This is a swift strategy where you can buy and sell in a matter of seconds or minutes. Expert day traders generally employ the scalping strategy when they are confident to make instant decisions without regret.

Pullback trading strategy

Day traders using the pullback strategy look for stocks that have a demonstrated trend. They supervise this trend until they witness a price decline from the pattern. If an upward trend is observed, the downward price movement -- also known as Pullback -- becomes the entry point for the day traders to begin buying. To understand this strategy and the stock's trend, day traders use technical charts.

Breakout trading

When stock prices rise above the previous day's top resistance price, the breakout trade takes place. However, breakout trading is not as secure as viewing the chart, understanding the resistance, and making a purchase after a breakout. It is crucial to carefully observe the level of stock trading volumes or the number of shares that are being transferred.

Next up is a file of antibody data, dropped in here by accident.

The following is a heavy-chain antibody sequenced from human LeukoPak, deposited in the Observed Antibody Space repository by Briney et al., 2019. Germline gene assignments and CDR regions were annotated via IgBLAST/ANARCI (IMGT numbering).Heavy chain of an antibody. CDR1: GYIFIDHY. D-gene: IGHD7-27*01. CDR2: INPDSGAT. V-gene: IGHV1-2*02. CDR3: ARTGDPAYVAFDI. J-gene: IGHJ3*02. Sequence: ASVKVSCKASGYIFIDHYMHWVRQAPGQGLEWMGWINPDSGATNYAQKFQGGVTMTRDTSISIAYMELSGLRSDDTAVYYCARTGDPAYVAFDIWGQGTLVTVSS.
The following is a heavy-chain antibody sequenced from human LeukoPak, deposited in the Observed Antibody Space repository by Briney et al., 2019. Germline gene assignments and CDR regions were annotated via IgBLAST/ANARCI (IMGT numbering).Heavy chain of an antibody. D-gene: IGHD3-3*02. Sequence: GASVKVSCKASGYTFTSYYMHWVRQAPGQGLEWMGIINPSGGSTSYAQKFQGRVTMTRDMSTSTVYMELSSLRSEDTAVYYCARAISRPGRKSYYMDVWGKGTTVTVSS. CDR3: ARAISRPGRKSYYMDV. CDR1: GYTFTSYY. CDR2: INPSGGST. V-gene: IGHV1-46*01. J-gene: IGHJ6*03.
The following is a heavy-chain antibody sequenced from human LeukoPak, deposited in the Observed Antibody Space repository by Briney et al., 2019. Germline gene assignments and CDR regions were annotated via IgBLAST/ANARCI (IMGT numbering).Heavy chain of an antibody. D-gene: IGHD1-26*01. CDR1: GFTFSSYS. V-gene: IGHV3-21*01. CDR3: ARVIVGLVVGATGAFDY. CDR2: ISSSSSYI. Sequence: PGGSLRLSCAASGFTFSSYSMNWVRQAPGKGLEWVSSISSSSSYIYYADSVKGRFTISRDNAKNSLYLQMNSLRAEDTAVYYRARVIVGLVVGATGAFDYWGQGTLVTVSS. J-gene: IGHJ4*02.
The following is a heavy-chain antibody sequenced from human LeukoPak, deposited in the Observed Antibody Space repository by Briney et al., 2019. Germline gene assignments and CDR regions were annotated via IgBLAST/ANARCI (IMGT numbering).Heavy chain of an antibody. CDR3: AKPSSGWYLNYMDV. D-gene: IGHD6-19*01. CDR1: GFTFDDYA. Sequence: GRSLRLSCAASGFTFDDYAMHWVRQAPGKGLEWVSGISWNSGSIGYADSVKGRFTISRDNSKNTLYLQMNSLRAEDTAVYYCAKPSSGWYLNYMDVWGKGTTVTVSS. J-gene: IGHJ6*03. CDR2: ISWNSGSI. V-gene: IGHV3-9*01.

This is because, according to market experts, breakout trades on high volume are more inclined to be sustainable at the recently-changed higher price than the breakouts that have a little volume.

News trading

Stocks generally react to news events. For instance, missed earnings could cause stock prices to plummet; a rise in crude oil prices could affect oil and gas stocks, so on and so forth. By being alert on local and global happenings, you can capitalize on the information.


Intraday trading comes with a high degree of risk and could result in substantial gains or losses in a short timeframe. Although there are no sure shot guarantees that intraday trading can offer you high returns, you can make consistent profits in the long run by learning and applying some of the strategies and techniques mentioned above.